Manifesto from the B4E Summit, Paris, 22-23 April 2009:

The Green Imperative

The global economic downturn has exposed the extent to which markets and societies are increasingly interconnected and interdependent. We, the participants of the B4E Summit 2009, recognize that the economic, environmental and social challenges and risks we face demand a new level of leadership and cooperation. We are confident that by exercising such leadership, restoring trust and by working together we have the opportunity to put our global economy, our markets and lifestyles, our livelihoods and security, and, ultimately, our planet on a sustainable path. We emphasize the following:

  • Agreement on a new global climate regime is urgent, offering all countries the opportunity to unlock the potential for sustainable, green innovation and job creation that exist as we head towards the low-carbon society. We call on Governments to complete a comprehensive and successful COP-15.
  • We call on Governments to promote global integration, based on fundamental principles of non- discrimination in trade and investment, so that we can more efficiently disseminate clean technologies globally.
  • We call on Governments to provide appropriate regulatory and incentive structures to encourage more sustainable consumption and production, and send the right market signals for business to act.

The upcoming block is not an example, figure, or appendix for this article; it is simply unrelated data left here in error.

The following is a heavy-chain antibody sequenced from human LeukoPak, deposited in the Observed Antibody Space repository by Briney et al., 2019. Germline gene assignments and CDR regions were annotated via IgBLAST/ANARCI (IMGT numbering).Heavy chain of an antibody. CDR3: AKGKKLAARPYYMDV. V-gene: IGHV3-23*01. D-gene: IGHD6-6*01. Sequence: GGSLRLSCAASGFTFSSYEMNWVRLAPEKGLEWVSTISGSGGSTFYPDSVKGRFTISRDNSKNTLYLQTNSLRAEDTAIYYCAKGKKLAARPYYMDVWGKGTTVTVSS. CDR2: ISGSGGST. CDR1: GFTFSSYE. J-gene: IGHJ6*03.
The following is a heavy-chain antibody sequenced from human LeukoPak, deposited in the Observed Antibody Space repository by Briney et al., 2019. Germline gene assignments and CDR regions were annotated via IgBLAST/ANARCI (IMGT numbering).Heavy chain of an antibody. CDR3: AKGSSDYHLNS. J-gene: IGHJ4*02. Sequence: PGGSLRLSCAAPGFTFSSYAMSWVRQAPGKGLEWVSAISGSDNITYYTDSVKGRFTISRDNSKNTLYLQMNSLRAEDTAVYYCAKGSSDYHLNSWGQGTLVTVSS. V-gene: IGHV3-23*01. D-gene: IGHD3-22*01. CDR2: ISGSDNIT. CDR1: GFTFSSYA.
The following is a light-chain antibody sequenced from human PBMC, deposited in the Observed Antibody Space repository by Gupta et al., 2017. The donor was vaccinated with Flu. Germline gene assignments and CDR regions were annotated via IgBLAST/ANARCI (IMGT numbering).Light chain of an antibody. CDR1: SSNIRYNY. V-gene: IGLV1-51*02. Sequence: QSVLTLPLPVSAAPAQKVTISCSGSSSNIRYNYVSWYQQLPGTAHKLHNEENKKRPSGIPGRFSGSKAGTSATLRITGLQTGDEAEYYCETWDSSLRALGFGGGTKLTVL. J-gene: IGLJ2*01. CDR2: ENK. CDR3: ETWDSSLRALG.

• Now is the time to remove uncertainties, enable green investments to flow, and build scalable public- private partnerships that can leapfrog in terms of technological innovation.
  • We need new due diligence requirements that strike a fair balance between the needs of shareholders and other stakeholders, including future generations.
  • Capturing the global crisis requires recovery plans that provide for drastically expanded investment in clean technologies and sustainable infrastructure systems, building the Green Economy with transformative improvements that avoid lock-in in high carbon and resource inefficient systems.